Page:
China’s dilemmas are the world’s as well
CHINA'S shift from export-driven growth to a model based on domestic services and household consumption has been much bumpier than some anticipated, with stock-market gyrations and exchange-rate volatility inciting fears about the country's economic stability. Yet by historical standards, China's economy is still performing well - at near 7 per cent annual GDP growth, some might say very well - but success on the scale that China has seen over the past three decades breeds high expectations. There is a basic lesson: "Markets with Chinese characteristics" are as volatile and hard to control as markets with American characteristics. Markets invariably take on a life of their own; they cannot be easily ordered around. To the extent that markets can be controlled, it is through setting the rules of the game in a transparent way. All markets need rules and regulations. Good rules can help stabilise markets. Badly designed rules, no matter how well intentioned, can have the opposite effect.
For example, since the 1987 stock-market crash in the US, the importance of having circuit breakers has been recognised; but if improperly designed, such reforms can increase volatility. If there are two levels of circuit breaker - a short-term and a long-term suspension of trading - and they are set too close to each other, once the first is triggered, market participants, realising the second is likely to kick in as well, could stampede out of the market. Moreover, what happens in markets may be only loosely coupled with the real economy. The recent Great Recession illustrates this. While the US stock market has had a robust recovery, the real economy has remained in the doldrums. Still, stock-market and exchange-rate volatility can have real effects. Uncertainty may lead to lower consumption and investment (which is why governments should aim for rules that buttress stability).
What matters more, though, are the rules governing the real economy. In China today, as in the US 35 years ago, there is a debate about whether supply-side or demand-side measures are most likely to restore growth. The US experience and many other cases provide some answers. For starters, supply-side measures can best be undertaken when there is full employment. In the absence of sufficient demand, improving supply-side efficiency simply leads to more underutilisation of resources. Moving labour from low-productivity uses to zero-productivity unemployment does not increase output. Today, deficient global aggregate demand requires governments to undertake measures that boost spending. Such spending can be put to many good uses. China's critical needs today include reducing inequality, stemming environmental degradation, creating liveable cities, and investments in public health, education, infrastructure, and technology.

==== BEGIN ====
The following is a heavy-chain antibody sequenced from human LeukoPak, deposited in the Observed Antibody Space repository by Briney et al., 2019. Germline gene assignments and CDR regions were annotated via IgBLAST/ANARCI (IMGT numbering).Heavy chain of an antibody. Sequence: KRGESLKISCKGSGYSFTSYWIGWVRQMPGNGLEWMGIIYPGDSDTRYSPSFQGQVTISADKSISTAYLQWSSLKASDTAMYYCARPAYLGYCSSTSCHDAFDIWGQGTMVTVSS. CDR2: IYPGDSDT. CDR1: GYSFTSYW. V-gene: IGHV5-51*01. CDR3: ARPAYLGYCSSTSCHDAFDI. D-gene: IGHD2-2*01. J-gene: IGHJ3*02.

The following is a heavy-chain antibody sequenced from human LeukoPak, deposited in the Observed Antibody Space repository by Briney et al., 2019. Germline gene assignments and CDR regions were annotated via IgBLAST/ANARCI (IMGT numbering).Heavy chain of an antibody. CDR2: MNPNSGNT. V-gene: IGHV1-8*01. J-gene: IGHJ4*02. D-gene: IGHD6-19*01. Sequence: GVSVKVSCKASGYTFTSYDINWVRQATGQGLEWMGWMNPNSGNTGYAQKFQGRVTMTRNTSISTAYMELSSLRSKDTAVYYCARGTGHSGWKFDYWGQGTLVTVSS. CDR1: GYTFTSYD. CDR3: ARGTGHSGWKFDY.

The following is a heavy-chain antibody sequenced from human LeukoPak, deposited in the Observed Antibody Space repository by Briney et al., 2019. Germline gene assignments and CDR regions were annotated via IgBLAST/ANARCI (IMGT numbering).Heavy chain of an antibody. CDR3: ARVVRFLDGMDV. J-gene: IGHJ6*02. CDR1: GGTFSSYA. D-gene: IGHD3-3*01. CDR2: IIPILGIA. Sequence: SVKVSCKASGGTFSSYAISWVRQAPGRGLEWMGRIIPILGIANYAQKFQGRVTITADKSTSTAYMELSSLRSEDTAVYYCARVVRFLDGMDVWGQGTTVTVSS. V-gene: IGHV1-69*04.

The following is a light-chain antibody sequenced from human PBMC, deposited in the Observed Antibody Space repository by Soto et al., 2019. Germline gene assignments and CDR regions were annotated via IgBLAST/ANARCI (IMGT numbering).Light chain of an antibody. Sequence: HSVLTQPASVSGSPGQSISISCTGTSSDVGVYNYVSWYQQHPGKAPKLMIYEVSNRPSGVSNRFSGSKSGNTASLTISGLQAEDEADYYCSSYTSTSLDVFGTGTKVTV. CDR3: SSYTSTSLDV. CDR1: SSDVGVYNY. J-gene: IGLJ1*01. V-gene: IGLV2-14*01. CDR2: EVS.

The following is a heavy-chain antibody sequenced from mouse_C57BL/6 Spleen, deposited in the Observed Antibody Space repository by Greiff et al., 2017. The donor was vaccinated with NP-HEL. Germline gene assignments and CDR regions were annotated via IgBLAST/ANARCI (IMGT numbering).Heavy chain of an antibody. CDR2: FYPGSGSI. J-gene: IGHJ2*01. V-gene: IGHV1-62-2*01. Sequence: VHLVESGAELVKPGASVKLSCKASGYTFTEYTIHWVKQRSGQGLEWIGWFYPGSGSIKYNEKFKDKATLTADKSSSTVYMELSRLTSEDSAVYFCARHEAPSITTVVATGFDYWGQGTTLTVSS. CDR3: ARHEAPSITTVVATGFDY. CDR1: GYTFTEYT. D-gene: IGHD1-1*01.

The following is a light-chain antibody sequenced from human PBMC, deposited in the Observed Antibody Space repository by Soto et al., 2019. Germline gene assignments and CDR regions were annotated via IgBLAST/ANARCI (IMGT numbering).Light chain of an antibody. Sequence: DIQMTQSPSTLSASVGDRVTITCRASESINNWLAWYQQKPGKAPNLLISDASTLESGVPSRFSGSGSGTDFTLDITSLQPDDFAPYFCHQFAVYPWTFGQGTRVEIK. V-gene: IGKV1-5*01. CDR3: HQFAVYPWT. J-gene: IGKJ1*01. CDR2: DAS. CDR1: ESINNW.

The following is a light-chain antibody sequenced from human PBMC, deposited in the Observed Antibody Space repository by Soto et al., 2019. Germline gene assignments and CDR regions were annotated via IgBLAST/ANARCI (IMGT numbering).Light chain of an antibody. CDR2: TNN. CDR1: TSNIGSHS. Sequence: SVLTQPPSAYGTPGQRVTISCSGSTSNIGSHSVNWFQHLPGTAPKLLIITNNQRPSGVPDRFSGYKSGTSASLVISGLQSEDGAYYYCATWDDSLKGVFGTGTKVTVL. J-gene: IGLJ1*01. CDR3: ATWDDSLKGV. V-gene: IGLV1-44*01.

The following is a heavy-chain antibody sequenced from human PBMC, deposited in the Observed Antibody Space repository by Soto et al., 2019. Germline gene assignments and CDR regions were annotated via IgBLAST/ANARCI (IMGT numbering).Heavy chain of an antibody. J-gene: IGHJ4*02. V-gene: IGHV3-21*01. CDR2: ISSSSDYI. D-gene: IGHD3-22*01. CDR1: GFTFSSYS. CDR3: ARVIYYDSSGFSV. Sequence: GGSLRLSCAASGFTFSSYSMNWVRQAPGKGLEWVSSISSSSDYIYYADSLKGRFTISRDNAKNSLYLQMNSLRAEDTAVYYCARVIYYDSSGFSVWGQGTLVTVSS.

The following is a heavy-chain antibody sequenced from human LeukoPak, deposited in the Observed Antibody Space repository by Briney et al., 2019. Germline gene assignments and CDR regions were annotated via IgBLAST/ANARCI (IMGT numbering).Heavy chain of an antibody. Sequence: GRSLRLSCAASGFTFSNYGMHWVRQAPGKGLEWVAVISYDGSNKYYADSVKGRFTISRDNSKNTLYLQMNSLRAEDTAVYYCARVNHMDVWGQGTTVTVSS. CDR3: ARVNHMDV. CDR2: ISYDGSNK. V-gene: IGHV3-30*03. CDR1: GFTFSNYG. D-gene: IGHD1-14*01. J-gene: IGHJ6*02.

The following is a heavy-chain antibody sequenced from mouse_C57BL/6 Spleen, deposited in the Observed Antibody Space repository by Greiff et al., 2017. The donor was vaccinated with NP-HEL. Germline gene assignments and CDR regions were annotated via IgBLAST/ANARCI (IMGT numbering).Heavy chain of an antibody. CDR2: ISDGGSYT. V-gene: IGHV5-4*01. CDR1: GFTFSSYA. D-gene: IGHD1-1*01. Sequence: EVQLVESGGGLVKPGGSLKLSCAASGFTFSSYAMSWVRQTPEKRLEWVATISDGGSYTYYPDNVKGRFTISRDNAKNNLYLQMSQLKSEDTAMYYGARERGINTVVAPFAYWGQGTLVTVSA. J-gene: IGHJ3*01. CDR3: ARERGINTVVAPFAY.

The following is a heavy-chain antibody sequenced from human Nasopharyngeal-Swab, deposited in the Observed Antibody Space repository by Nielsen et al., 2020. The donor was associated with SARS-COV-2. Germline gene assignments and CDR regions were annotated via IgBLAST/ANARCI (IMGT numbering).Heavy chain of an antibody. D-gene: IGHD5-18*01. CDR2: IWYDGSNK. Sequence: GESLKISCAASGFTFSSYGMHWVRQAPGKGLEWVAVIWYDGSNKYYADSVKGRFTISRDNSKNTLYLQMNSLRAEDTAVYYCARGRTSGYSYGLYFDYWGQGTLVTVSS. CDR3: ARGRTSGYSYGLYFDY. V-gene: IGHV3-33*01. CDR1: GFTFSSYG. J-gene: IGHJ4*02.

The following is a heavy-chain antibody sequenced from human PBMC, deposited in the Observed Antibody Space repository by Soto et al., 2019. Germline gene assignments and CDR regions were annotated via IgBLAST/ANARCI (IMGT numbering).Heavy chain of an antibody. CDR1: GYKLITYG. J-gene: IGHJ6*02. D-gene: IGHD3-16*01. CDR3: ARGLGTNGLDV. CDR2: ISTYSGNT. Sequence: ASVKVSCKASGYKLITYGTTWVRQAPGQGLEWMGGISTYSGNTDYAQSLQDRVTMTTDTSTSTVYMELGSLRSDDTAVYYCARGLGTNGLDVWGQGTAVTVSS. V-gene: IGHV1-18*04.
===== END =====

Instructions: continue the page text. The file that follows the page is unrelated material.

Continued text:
The authorities also need to strengthen regulatory capacity to ensure the safety of food, buildings, medicines and much else. Social returns from such investments far exceed the costs of capital. China's mistake in the past has been to rely too heavily on debt financing. But China also has ample room to increase its tax base in ways that would increase overall efficiency and/or equity. Environmental taxes could lead to better air and water quality, even as they raise substantial revenues; congestion taxes would improve quality of life in cities; property and capital-gains taxes would encourage higher investment in productive activities, promoting growth. In short, if designed correctly, balanced-budget measures - increasing taxes in tandem with expenditures - could provide a large stimulus to the economy. Nor should China fall into the trap of emphasising backward-looking supply-side measures. In the US, resources were wasted when shoddy homes were built in the middle of the Nevada desert. But the first priority is not to knock down those homes (in an effort to consolidate the housing market); it is to ensure that resources are allocated efficiently in the future.